Two tigers that have taken over as honorary secretaries of ‘Tigers International Club’ meet in a five-star hotel to discuss future programmes of their club and its prospective chief guests.
First Tiger (FT):
Congratulations for being elected as the secretary of such a large club as yours. What are your plans for this year’s programmes?
Second Tiger (ST):
Thanks. Congrats to you too. Well, I want to plan something really different and interesting for our members who come from a cross-section of society. Also, they expect a lot from me and I should not disappoint them.
FT: That makes two of us. My club members also look forward lo having an interesting and lively time under my stewardship. To begin with, we should identify the right persons to be the chief guests at our meetings.
ST: Yes, you are right. The success of the meetings depends a great deal upon the chief guest who graces them. Shall I make a list of our prospective chief guests? With whom do I begin? The IAS officials who would like their voice to be heard?
FT: Oh no! Not them. Most of these officials are used to only listening, not given to speaking their mind.
ST: Then shall we begin the list with leading doctors? There are several, I’m sure, who could speak well.
FT: There is no doubt about that, of course, but doctors these days are wishing to maintain a low profile because they are being hauled up for negligence.
ST: Then what about sportsmen?
FT: That’s a good idea but unfortunately the only sport that is popular with or folks is cricket. The less said the better about our cricketing ‘heroes’ who have collapsed like a pack of cards. Disgraceful! (Stresses the word)
ST: Certainly so, but don’t you think the media is also responsible for an the publicity it gives them?
FT: That’s also true. The press believes in pack journalism. An innocent man was torn to pieces in spite of claiming his innocence. I wonder why it is so impatient and doesn’t wait till the truth is established?
ST: Let’s forget about what the media does and come back to selecting the chief guests for our meetings. What do you think about politicians, at least the sincere ones? For instance. . .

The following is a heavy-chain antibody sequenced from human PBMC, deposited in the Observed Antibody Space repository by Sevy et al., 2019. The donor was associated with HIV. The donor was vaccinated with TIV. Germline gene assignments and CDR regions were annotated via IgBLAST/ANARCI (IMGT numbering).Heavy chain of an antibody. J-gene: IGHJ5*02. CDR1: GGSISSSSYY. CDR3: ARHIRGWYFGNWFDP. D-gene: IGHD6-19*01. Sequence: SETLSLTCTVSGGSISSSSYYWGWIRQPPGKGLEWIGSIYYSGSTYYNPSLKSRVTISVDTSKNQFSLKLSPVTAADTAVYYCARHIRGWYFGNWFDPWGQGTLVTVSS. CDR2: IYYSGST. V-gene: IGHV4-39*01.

FT: You are really naive. All the names you mentioned are of no consequence; their words don’t match their deeds at all. The few who are sincere will not want any publicity or care for visibility.
ST: What about businessmen? There are a few I know who might be willing to come as chief guests.
FT: (chuckles). I don’t think they are the right persons. They are so engrossed in their business that they might be tempted to convert the meeting into an opportunity to promote their business.
ST: (exasperated) You don’t seem to agree to anything I suggest. At this rate, there will be no names in the list at all. Do you have anyone else in mind?
FT: (Stares hard at his friend). Yes, I do. But before I tell you, I must ask you why one thinks of inviting only ‘celebrities” or VIPs as chief guests? You seem to forget that there are more deserving people who are dedicated to their profession, but not rich in the material sense.
ST: (looks puzzled). Who are these people?
FT: Haven’t you guessed? This shows we don’t think of them at all, leave alone consider them for gracing important occasions or presiding over meetings. This is one community, which still tries to practise what it teaches and has no vested interest in parting with knowledge.
ST: (Suddenly appears to understand). You mean teachers? Let me see, I think I know a couple of them.
FT: Thank God for saying you know at least a couple. Now you can start preparing the list of names, (he reels out a number of them at one breath).
N Meera Raghavendra Rao